The Muntz Stereo-Pak, commonly known as the 4- track cartridge, is a
magnetic tape sound recording An audio tape recorder, also known as a tape deck, tape player or tape machine or simply a tape recorder, is a sound recording and reproduction device that records and plays back sounds usually using magnetic tape for storage. In its present ...
cartridge technology. The Stereo-Pak cartridge was inspired by the Fidelipac 3-track tape cartridge system invented by George Eash in 1954 and used by radio broadcasters for commercials and jingles beginning in 1959. The Stereo-Pak was adapted from the basic Fidelipac cartridge design by Earl "Madman" Muntz in 1962 with Muntz partnering with Eash, as a way to play prerecorded tapes in cars.Jay Ehler
Earl Muntz Meets George Eash
Billboard vol. 84, No. 47, 18 November 1972, p. 62, 76, 78
The tape is arranged in an infinite loop which traverses a central hub and crosses a tape head, usually under a pressure pad to assure proper tape contact. The tape is pulled by tension, and spooling is aided by a lubricant, usually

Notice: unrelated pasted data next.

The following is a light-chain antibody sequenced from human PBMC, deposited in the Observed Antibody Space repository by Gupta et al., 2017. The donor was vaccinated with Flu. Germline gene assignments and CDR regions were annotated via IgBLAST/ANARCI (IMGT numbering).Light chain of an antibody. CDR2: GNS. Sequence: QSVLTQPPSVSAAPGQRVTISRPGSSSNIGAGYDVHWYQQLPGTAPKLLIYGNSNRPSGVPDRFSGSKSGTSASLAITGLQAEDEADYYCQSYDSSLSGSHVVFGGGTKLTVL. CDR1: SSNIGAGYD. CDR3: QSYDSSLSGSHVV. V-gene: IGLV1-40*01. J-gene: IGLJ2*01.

graphite Graphite () is a crystalline form of the element carbon. It consists of stacked layers of graphene. Graphite occurs naturally and is the most stable form of carbon under standard conditions. Synthetic and natural graphite are consumed on lar ...


The endless loop tape cartridge was designed in 1952 by Bernard Cousino of
Toledo, Ohio Toledo ( ) is a city in and the county seat of Lucas County, Ohio, United States. A major Midwestern United States port city, Toledo is the fourth-most populous city in the state of Ohio, after Columbus, Cleveland, and Cincinnati, and accor ...
. Entrepreneur Earl "Madman" Muntz of Los Angeles, California, saw a potential in these broadcast carts for an automobile music tape system, and in 1962 introduced his "Stereo-Pak 4-Track Stereo Tape Cartridge System" and prerecorded tapes, initially in California and Florida. He licensed popular music albums from the major record companies and duplicated them on these 4-track cartridges, or CARtridges, as they were first advertised. Previously, music in the car had been restricted mostly to radios. Records, due to their methods of operation and size, were not practical for use in a car, although several companies tried to market an automobile record player including the
Highway Hi-Fi Highway Hi-Fi was a system of proprietary players and seven-inch phonograph records with standard LP center holes designed for use in automobiles. Designed and developed by Peter Goldmark, who also developed the LP microgroove, the discs utiliz ...
and the Auto-Com flexidisc


{{Audio format Audiovisual introductions in 1962 Audio storage Tape recording Discontinued media formats American inventions 1962 in music 1962 in technology Products introduced in 1962